2. I agree with 95% of what you are saying above. There are some new companies coming out with technologies that allow you jump over hurdle number 2 (www.jagtag.com for example) by lowering the needed technologies to a camera and the ability to send a text. Not needing a smart phone and an app does open the use of QR codes up to a much larger percentage of consumers but that doesn’t mean it’s always the right solution for the marketing challenge at hand.

    I do agree with Darren below that there are some useful times to use QR codes and if the cost to implement it is low and the possible return is high (Dad was able to assemble the tricycle in 15 minutes versus 2 hours making for a better experience) then go for it!

    Comment by Anonymous — 03/08/2011 @ 8:41 am
  3. I’m with you Ramsey – I’ve been wondering this myself because it’s not really better than a short URL for the person. I think we’re excited as marketers because it provides much better tracking of print ads, direct mail and other offline stuff…but that doesn’t mean consumers care.

    I was at one of the biggest tradeshows in the country in January (The International Builders’ Show) and in the booths for Kohler and ProBuild, there were QR codes throughout. Those are two of the biggest booths at this show (probably $10 million investment+) so their marketing teams aren’t dumb. But I had a couple people say to me, as I was scanning the QR codes, “you’re one of the few people we’ve had who even know what those are.”

    I think this is another case of marketers searching for the next big thing to get excited about, rather than working on core issues.

    Comment by Kyle Rohde — 03/08/2011 @ 8:58 am
  4. Darren nailed it. QR codes are fine as a utility, but when they’re presented as supplements to existing advertising or product packaging (something most people are trying to ignore anyway), they’re bound to fail. Last weekend, my wife and I saw a QR code on some product packaging in a grocery store, so I decided to give her a demo of how QR codes work. Her response was a simple “well, that’s stupid.” I agreed.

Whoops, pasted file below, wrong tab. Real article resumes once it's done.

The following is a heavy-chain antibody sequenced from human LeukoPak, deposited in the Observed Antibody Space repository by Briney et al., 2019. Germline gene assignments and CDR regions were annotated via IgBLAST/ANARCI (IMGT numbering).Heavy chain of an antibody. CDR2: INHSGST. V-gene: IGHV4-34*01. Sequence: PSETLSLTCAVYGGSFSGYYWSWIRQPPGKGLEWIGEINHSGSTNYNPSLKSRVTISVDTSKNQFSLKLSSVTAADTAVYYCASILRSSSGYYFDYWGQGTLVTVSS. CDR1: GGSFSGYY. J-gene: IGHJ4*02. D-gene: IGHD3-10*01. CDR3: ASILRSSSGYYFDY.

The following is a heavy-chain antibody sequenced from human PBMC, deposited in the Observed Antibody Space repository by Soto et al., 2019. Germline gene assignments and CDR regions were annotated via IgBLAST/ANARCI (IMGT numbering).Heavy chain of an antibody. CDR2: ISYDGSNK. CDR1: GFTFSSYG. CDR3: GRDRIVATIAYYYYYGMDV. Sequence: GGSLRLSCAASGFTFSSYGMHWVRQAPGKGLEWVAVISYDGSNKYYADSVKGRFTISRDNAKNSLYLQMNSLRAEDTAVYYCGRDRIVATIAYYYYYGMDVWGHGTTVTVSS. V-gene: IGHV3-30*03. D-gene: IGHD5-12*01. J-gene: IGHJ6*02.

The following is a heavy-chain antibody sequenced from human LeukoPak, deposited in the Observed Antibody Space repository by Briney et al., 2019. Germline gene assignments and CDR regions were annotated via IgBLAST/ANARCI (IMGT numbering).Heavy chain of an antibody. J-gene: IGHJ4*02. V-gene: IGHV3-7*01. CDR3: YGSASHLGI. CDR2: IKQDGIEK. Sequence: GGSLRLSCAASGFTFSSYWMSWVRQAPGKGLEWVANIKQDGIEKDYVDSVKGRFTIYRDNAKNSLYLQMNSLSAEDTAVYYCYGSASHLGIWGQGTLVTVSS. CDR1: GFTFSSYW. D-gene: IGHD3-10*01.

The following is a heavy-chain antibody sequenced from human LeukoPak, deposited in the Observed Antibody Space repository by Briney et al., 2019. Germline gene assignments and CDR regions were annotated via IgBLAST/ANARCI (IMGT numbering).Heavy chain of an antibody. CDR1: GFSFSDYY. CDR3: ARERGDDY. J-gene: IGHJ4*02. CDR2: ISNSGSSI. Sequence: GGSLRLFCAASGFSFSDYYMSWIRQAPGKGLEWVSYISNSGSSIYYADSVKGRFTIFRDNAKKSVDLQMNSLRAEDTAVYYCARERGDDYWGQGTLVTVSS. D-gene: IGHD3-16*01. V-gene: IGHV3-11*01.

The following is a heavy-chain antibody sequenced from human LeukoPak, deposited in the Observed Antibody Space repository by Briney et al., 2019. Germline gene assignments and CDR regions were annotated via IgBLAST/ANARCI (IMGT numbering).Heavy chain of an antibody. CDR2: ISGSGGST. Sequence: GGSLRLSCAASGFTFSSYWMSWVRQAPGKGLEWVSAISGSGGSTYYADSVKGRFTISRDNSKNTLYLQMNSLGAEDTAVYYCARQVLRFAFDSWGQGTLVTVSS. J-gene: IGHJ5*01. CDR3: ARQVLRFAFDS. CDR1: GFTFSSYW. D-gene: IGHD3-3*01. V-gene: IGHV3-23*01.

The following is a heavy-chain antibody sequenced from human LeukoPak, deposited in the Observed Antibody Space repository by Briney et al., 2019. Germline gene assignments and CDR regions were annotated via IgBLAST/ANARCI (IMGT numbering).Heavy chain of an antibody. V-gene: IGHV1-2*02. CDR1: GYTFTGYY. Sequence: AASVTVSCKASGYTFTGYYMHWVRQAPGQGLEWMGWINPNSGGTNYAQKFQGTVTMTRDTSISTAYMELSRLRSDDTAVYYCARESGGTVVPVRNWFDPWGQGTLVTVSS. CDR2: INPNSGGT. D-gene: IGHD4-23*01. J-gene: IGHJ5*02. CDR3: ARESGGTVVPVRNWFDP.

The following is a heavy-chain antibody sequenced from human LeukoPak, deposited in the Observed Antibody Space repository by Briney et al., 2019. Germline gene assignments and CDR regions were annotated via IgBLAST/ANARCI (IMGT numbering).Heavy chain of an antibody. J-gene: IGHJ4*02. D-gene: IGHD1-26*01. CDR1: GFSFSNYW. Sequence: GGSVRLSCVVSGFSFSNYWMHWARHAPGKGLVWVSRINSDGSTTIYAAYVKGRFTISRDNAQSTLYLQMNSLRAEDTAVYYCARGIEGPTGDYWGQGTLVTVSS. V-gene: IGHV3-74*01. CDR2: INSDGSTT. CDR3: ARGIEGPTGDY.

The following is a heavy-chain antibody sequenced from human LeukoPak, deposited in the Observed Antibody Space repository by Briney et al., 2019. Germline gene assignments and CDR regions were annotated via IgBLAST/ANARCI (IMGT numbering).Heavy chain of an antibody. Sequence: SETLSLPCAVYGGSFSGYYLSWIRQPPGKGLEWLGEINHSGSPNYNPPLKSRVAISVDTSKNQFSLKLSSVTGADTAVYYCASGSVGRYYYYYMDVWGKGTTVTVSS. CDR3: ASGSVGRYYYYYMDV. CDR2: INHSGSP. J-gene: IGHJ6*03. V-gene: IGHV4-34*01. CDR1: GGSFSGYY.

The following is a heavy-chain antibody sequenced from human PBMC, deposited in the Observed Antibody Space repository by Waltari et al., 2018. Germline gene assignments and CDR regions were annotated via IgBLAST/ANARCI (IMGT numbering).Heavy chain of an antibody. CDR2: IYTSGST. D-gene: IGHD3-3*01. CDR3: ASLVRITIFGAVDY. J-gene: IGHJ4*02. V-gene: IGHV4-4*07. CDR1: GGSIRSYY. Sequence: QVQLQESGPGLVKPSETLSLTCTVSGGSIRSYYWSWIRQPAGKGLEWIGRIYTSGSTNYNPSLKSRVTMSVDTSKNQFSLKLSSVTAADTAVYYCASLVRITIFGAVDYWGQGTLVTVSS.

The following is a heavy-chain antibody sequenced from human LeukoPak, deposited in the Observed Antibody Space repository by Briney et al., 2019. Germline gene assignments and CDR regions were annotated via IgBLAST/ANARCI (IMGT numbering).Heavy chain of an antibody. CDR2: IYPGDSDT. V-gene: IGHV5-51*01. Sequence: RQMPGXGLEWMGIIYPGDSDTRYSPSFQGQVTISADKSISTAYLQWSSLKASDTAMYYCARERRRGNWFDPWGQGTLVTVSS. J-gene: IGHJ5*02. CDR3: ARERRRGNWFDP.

Comment by Anonymous — 03/08/2011 @ 9:19 am
  5. Did anybody scan the QR code on one of the local newscasts recently? It went to some site in Japanese. Not sure if they meant for people to actually scan it, but they probably should have planned for a few people to try it.

    Comment by Dan Thompson — 03/08/2011 @ 9:37 am
  6. For the most part, I agree with you Ramsey. I see QR codes everywhere now, I know what they are, and I still don’t scan them. However, we’ve just recently started putting QR codes onto our business cards and it populates the person’s vcard. I do see this as effective because I don’t know about you but I have stacks of business cards that I’m just too lazy to sit down and enter all of the info into my contacts in my phone. With this one scan, it populates the information in your phone, “add to contacts”, that simple. But as we were talking about last night, I think you’re right that we do need to indicate what the QR code is going to populate, for instance putting “vcard” in small type under the code.

    So in fairness, I think they could be useful if used right but if a company just puts a QR codes in the corner of their ad in a magazine, I’m not going to scan it.

    Comment by Lauren — 03/08/2011 @ 9:48 am
  7. I agree. I think texting-in is more widely adopted (no app required) and still under utilized/marketed. I think they can make sense in print (magazine ad perhaps) but again, you must have compelling content (most likely video) to push back to the user.

    We’ve been evaluating this technology on our Digital Direct team. Recently we read this article from Email Insider http://bit.ly/gpiC53 but I have to completely disagree. QR codes do NOT belong in email.

    Comment by Cara Olson — 03/08/2011 @ 9:49 am
  8. I like your tricycle example. Those freakin toys have the worst directions sometimes!

    Comment by Cara Olson — 03/08/2011 @ 9:49 am
  9. QR codes were everywhere at Austin last year, and I’m sure that there’ll be twice as many when I go this week. I can tell you one thing: I never scanned a single one.

    QR codes seem like an obfuscation to user experience, not an enabler.

    Comment by Jeremy Fuksa — 03/08/2011 @ 10:13 am
  10. It’s like anything else in marketing first you must know who your audience is, what your purpose is and how the ‘innovative technology’ will help you reach both your audience and your purpose. If it won’t do one or the other and preferably both then just because it’s the ‘latest thing’ doesn’t mean it’s for you.
    I approach marketing the same way my mom taught me to buy a pair of jeans. Just because they are the latest craze doesn’t mean they are right for you, try them on…do they make your ass look good? If the answer is yes..then buy them if not, then it doesn’t matter how many people are buying them, they aren’t for you. Guys don’t care whose name is on your ass they care what your ass looks like in the jeans. The same goes for marketing/advertising. Does it fit your end goal? If not, leave it on the rack for someone for whom it does.